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There's a moment as a reader, not often enough felt, when you sigh comfortably and relax, because you know you're in good hands. So you feel this way when you read the books of Russell Rowland. On JBN talented and amazing Russell Rowland discusses his famous and brilliant book - In Open Spaces and his book he works now on "Be A Man", about the effects of growing up in Montana. Also, he talks about his favorite book's characters, his plans, his family... and he gives few important advice to another writer. JBN: I know you are from a fourth-generation Montana's family. Tell please more about yourself... Russell Rowland: I was born in Montana: Bozeman. My dad was a student there when I was born. I grew up pretty much in Montana or in Wyoming. But we moved around a lot. We finally ended up in Billings when I was 12 y.o. I became interested in books when I was in my twenties. I started reading a lot after college. I was studying Music at Pacific Lutheran University and there I started reading a lot. I don't' know why but I just decided to try writing. So I started writing short stories and many of them were rejected. But I really wanted to do it. I just kept writing. When I went through a divorce in late 80s, I joined the navy. I was stationed in Connecticut. There was really good creative writing instructor at Connecticut College which was just up to street from my ship. I took some writing classes from her and I put together enough material to apply to graduate school. I went to graduate school for creative writing in Boston University and that is where I wrote my first book. It is a novel called "In Open Spaces". That novel is really based on our family history. Talk about the early 20th-century ranching family. Took 11 years to get it published. The book received a starred review from the Publishers Weekly. It did it pretty well. I have been fortunate to publish five books now. JBN: What topics are important to you? About what else do you write? R u s s e l l Rowland: My second book was actually the sequel to the first one. The first two books were based on my family. But for the third novel, I changed my focus. I had a d r i n k i n g problem when I was young, and for that book I wanted to write a b o u t alcoholism. The story is about an alcoholic who used to play baseball. He moves to Montana to get away from a lot of problems that he created back East and of course, he ends up creating even more problems because he still has drinking issues. He starts to make trouble almost immediately. Eventually, he has to face the original problem that he thought he left behind... So it’s kind of redemption story. It was a hard one to write. And in this book, you can meet one character I like very much. It is three-legged dog named Dave, the only friend of the protagonist. Of course, he is not human so the behavior of that alcoholic man doesn't hurt him as much, he doesn't have to deal with human emotions. And that dog was based on my friend’s pet, whom I really loved. JBN: Do you have another character from your book, about whom you can say it is one of your favorite except that dog? Russell Rowland: There’s a woman, Helen, in the first two novels who is real evil. And she is based on my mom's aunt who was mean but not nearly as mean as this character. I really exaggerated her. She was fun to write because she was so sneaky! She does a lot of really despicable things but she was quite behind the scenes so people can't blame her. JBN: What does your writing routine look like? Russel Rowland: It's varies. It depends on what I’m working on. I don't write every day but I pretty close. I also work with other writers. I try to spend my morning getting my work stuff out of the way so I can write in the afternoon without thinking about what I’m supposed to do. JBN: Which book was the easier and the harder one to write? Russel Rowland: The first was the easiest for some reason. Probably because I didn't really know what I was doing. I was just writing what came in my head. I never really struggle with writing block so I’m pretty lucky that way. The hardest was the last one, which is called "Fifty-Six Counties". I went to every county. It was my first non-fiction books and it was hard because I’m used to just making stuff up and this one had to be factual. I have never been a journalist so I had to learn how to interview people, take notes and all that stuff, which I’ve never really done. It was a challenge but I enjoyed it. JBN: How do you work with another writer? Russell Rowland: A lot of writers hire me to help with their books. I also teach writing workshops online. I have been pretty lucky because a few people I worked with published their books. JBN: Can you please share some advice you usually give to writers? Russell Rowland: The hardest thing, especially when you’re writing fiction, is to learn to develop your own voice. If you write with too much intention to be commercial, of making it salable, it’s not going to be authentic. Some people try too hard write something that can be attractive to the publisher instead of just following their own heart, writing what they really want to write. I try to push people in that direction. And you just have to be persistent, rejection is part of the job. You have to get used to that. JBN: What did your mom say about your novel "In Open Spaces"? Russell Rowland: When you write a book based on your family, it is always little dangerous because some people may take it wrong or take offense. And there were some relatives that didn't like my first couple of books. But my mom loved them. Also, that evil character (the aunt of my mom) helped to reunite my mom with her cousin (the daughter of evil lady). They were the same age, they grow up together and because their mothers didn't get along, they didn’t spend much time together as kids. This cousin ended up reading the book and it bothered her a little that the character that was based on her mom was so evil. But she is pretty amazing women and she understood. She and my mom they really didn't communicate as much as adults, but they got together and they talked about the book. And they become closer since then. JBN: How long did you work on "Fifty-Six Counties" Russell Rowland: I traveled about four months altogether. But it wasn't all at once. I did in different sections. Four different tours in the state - four different parts of the state. And then I spent about two years working on that book. I did a lot of research, I read a lot of the history of Montana. I went to museums, a lot of people I talked to were the volunteer in museums. There is one museum in Montana in Polson. There is this guy who created a museum and he has been running it for about 40 years. He’s in his 80s now. It's the huge building and an amazing collection of random stuff, like tractors and machines, with no real order. Except for few areas that are sort of organized. And this guy has devoted all his life to this place. It is real touching. He talked a lot about how his wife, who is dead now, helped him. And you can tell that her death has affected him - the place was dusty, it just seems that he lost part of his interest after she passed away. JBN: What are you working on now? Russell Rowland: I have two novels finished that I am going to try to publish this next year Arbuckle and The Difference Between Us. Those two are done, but the one I am working on right now is a memoir. So I am writing about my childhood but with a kind of specific theme. I am writing about growing up male in the west. That stereotype that you should be macho and tough, never ask for help. Is called "Be a Man". Because we live in the place what has such a brutal history, and also with this pressure to be self- sustaining and self-reliant, I find it fascinating how that affects people. So, for example, I just lost my uncle a few month ago, he was my godfather, we were really close. And he used to tell a story about how he and his cousin were riding on the ranch one day and they decided to go swimming. They decided to swim in this one reservoir where his father was told them to never swim. His cousin wasn't a good swimmer and he drowned. Of cause my uncle felt horrible, he was only ten. And his cousin was 12. When they found the body all the family and neighbors were gathered at the house. My uncle was crying. And in that moment, the older sister of that drowned cousin sat next to him and said: "You need to stop crying, you’re no helping anyone, you’re just making it worse” He got a message that we are bother to people if we show emotions, and he carried that message through out his life. With the message like that to kids, I am not surprised that we always rank in the top five for suicide. There is a lot of suicide in Montana. And it is mostly men who commit suicide here. We are conditioned here not to bother people with our problems, work them out on your own.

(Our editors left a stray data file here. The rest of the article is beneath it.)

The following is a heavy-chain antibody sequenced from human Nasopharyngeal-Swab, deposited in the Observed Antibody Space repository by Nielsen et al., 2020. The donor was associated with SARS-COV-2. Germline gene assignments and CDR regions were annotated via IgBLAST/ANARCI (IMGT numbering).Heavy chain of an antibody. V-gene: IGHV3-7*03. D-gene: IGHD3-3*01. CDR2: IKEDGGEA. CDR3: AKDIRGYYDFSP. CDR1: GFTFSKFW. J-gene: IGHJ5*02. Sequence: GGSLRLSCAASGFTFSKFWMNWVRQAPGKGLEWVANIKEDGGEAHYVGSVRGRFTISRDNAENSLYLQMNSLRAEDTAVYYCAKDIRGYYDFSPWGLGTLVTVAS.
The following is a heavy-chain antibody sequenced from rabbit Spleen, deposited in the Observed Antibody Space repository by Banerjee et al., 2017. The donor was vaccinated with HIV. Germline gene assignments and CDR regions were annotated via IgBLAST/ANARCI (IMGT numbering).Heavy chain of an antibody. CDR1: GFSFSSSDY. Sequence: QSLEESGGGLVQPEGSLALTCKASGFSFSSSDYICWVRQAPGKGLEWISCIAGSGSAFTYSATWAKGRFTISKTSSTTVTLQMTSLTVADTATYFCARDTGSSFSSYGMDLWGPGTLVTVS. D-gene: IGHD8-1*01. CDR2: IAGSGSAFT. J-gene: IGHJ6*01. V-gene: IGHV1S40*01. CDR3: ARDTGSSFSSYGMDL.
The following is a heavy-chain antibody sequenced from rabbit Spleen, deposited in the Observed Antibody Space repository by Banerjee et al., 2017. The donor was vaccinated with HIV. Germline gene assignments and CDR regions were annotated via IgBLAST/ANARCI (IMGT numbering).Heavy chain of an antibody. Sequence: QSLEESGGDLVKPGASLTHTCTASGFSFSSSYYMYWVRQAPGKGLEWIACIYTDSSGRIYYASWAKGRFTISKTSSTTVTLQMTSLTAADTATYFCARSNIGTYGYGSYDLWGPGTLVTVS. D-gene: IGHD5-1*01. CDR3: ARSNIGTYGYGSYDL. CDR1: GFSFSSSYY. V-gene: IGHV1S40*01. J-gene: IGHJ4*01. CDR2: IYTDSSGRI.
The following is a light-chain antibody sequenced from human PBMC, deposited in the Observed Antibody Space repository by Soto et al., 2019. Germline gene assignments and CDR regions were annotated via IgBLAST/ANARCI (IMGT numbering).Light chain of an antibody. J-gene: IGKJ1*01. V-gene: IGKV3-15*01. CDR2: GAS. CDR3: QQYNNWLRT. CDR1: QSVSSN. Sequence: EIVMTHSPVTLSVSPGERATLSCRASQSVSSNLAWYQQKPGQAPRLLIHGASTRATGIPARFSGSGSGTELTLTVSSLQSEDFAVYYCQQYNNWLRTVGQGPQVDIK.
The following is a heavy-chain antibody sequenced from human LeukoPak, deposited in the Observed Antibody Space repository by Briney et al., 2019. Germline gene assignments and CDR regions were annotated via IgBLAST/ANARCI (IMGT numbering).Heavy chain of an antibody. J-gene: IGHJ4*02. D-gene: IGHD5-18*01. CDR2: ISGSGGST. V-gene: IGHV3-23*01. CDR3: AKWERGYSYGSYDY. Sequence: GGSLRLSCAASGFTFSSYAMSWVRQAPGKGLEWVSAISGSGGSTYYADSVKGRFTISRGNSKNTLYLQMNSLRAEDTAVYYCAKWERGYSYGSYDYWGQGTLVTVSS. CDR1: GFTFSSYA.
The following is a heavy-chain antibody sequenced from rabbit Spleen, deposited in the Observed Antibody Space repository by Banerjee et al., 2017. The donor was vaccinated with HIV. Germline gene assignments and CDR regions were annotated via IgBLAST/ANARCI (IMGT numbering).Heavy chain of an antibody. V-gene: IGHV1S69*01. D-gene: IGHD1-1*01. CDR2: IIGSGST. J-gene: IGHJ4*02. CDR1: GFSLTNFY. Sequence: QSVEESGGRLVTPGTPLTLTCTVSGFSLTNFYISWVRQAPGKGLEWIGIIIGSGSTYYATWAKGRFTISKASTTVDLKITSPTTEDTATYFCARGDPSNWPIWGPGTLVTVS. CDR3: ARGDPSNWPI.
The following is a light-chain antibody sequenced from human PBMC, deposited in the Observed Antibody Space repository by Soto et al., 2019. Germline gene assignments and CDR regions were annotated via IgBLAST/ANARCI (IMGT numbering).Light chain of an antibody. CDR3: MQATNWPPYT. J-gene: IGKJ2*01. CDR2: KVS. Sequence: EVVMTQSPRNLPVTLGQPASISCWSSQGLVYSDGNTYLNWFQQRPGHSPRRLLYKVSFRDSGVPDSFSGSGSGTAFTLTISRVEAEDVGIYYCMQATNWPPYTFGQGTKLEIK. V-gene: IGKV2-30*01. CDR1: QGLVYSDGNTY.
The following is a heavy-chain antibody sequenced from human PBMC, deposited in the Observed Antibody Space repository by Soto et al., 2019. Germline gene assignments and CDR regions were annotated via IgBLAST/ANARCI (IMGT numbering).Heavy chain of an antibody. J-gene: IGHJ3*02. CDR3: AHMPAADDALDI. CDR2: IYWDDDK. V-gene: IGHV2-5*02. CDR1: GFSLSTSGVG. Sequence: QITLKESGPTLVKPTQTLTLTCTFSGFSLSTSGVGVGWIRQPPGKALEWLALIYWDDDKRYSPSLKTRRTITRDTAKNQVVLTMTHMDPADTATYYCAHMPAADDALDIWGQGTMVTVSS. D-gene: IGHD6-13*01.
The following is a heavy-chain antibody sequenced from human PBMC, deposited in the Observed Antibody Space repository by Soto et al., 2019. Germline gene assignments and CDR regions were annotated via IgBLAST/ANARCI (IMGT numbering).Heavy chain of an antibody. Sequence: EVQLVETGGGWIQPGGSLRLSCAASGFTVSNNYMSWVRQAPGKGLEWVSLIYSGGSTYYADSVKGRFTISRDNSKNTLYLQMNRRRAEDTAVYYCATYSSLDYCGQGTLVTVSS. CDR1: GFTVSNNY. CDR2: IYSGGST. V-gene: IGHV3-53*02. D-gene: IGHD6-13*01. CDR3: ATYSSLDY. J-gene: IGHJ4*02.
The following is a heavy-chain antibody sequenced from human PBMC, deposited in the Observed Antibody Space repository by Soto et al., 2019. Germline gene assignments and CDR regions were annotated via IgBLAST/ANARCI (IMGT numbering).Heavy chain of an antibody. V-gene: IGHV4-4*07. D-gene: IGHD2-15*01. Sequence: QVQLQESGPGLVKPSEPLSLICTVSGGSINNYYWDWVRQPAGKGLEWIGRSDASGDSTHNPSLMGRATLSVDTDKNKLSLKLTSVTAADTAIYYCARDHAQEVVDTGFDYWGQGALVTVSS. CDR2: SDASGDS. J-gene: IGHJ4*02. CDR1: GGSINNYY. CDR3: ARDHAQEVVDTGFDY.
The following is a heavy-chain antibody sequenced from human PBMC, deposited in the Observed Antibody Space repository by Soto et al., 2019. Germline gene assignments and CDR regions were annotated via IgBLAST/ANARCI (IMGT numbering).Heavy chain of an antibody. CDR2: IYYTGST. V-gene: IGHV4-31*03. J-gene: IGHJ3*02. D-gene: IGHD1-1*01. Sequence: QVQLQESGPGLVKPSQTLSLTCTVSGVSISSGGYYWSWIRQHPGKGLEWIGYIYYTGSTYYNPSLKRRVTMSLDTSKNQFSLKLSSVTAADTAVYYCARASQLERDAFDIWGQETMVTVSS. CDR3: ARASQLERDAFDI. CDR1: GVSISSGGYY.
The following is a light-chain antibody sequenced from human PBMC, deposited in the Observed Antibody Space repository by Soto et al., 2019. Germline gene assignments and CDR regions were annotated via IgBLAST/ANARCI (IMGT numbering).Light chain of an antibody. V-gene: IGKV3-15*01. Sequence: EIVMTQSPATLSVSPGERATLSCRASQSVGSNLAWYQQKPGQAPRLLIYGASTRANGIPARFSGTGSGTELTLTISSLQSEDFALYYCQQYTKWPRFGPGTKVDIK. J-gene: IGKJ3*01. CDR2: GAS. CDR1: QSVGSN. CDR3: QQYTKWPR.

Johnson’s Billings News
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Russell Rowland: the voice of Montana